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FCC wants to fine Idaho man $34K for interfering in radio transmissions during wildfire

June 8, 2022 Updated Wed., June 8, 2022 at 1:34 p.m.

Members of a crew of Wildland firefighters from PR Reforestation, out of Vancouver, Wash., dig away at hot spots underneath stumps and brush as they mop up after flames from the Snake River Complex Fire swept through the area earlier in the week south of Lewiston, Idaho, on Thursday, July 15, 2021. The fire has burned over 100,000 acres in north central Idaho.   (Spokesman-Review wire archives)
Members of a crew of Wildland firefighters from PR Reforestation, out of Vancouver, Wash., dig away at hot spots underneath stumps and brush as they mop up after flames from the Snake River Complex Fire swept through the area earlier in the week south of Lewiston, Idaho, on Thursday, July 15, 2021. The fire has burned over 100,000 acres in north central Idaho.  (Spokesman-Review wire archives)
By Nicole Blanchard The Idaho Statesman

An Idaho man is facing a $34,000 fine after federal officials said he interfered with radio communications during a wildfire last summer.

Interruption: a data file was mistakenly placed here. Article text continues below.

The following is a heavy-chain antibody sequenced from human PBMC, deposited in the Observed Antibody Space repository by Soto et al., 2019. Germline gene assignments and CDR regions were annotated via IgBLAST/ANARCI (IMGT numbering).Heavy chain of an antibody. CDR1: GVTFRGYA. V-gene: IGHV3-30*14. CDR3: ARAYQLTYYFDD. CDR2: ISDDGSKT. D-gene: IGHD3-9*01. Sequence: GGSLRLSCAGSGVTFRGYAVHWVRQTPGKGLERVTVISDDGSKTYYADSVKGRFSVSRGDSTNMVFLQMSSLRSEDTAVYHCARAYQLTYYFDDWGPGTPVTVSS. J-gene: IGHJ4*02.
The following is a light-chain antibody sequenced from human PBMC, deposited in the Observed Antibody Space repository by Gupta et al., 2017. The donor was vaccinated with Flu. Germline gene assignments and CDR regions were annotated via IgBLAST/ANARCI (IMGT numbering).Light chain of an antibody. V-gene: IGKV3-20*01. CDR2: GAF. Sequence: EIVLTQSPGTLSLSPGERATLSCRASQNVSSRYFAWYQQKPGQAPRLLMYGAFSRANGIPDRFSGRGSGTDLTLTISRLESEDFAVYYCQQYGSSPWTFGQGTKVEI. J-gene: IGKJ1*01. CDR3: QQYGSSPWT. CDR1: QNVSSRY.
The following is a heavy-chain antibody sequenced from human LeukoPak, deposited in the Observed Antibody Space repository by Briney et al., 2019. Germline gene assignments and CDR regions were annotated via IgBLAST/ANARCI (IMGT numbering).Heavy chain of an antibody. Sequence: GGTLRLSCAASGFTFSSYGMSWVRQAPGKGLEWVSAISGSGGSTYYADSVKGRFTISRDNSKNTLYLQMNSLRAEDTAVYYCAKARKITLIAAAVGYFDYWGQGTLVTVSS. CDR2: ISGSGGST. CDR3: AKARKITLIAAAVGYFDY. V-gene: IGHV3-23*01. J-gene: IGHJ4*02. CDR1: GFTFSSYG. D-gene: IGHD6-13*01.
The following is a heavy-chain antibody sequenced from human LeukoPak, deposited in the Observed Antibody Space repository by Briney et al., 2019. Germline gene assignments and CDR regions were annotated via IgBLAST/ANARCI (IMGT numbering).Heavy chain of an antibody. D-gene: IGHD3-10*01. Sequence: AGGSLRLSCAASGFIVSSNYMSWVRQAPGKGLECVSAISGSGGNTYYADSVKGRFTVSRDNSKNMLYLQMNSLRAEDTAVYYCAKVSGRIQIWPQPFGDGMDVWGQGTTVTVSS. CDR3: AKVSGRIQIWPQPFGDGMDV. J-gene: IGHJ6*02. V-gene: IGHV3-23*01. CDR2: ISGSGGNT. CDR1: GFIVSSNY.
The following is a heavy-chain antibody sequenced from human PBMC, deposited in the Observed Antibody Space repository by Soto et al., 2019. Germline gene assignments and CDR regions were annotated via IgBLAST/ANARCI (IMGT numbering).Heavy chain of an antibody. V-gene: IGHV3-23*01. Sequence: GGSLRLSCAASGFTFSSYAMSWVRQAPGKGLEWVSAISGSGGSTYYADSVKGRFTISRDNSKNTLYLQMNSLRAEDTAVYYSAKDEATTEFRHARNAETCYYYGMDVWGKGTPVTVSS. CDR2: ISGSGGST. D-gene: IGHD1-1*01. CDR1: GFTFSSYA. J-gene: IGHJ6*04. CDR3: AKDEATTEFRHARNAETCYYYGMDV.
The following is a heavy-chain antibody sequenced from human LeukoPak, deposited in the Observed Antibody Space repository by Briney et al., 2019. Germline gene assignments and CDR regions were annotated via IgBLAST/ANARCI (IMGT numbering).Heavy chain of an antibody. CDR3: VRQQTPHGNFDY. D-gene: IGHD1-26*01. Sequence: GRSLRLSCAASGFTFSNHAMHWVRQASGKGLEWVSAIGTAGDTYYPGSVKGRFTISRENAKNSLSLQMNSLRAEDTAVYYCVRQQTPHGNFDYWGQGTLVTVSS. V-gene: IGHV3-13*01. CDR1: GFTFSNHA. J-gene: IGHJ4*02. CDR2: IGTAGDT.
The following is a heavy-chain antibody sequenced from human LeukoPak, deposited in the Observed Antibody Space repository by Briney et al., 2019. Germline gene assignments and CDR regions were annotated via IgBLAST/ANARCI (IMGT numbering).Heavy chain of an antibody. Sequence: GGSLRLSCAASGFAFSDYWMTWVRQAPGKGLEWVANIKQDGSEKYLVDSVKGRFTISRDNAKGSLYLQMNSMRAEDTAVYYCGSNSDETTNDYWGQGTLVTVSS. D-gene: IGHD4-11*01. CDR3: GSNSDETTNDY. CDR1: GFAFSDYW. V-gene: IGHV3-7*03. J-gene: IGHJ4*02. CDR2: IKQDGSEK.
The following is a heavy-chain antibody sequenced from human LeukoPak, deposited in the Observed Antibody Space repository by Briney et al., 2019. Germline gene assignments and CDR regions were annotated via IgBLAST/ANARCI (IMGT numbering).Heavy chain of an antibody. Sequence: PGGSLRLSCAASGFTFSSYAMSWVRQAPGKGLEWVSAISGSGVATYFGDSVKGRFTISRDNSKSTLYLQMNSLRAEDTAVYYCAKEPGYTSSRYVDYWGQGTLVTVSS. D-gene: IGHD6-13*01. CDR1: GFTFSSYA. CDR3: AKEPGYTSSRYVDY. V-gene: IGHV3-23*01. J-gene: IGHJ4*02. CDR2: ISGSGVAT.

According to a news release from the Federal Communications Commission, Jason Frawley communicated via radio with U.S. Forest Service and Idaho Department of Lands fire crews as they worked to contain the Johnson Creek Fire. The fire, which burned roughly 1,000 acres, was near Elk River, a small town in North Idaho about 40 miles northeast of Moscow.

The FCC said fire crews received eight “unauthorized transmissions” from Frawley, who identified himself to them as “comm tech,” over government radio frequencies on July 17 and 18.

“The individual interfered with communications between fire suppressant aircraft and ground crews by communicating his observations of hazards near the Elk Butte airstrip, where he and his radio equipment were located,” the FCC news release said.

A Forest Service supervisor drove to the airstrip on July 18, found Frawley and told him to stop his broadcasts. The FCC said Frawley admitted to the broadcasts in interviews with the U.S. Forest Service Law Enforcement and Investigations Branch, as well as in response to a letter from the FCC.

Frawley, who operates an amateur radio station and holds multiple microwave licenses, told the FCC he was trying to help by communicating with firefighters.

“Regardless of the intent, the FCC finds that the apparent willful violations cannot be overlooked as interfering with authorized radio communications — and especially public safety-related communications — is a serious violation of the law and can put lives and property at risk,” the agency’s news release said.

Frawley will have a chance to respond to the proposed fine before the FCC takes any final action.

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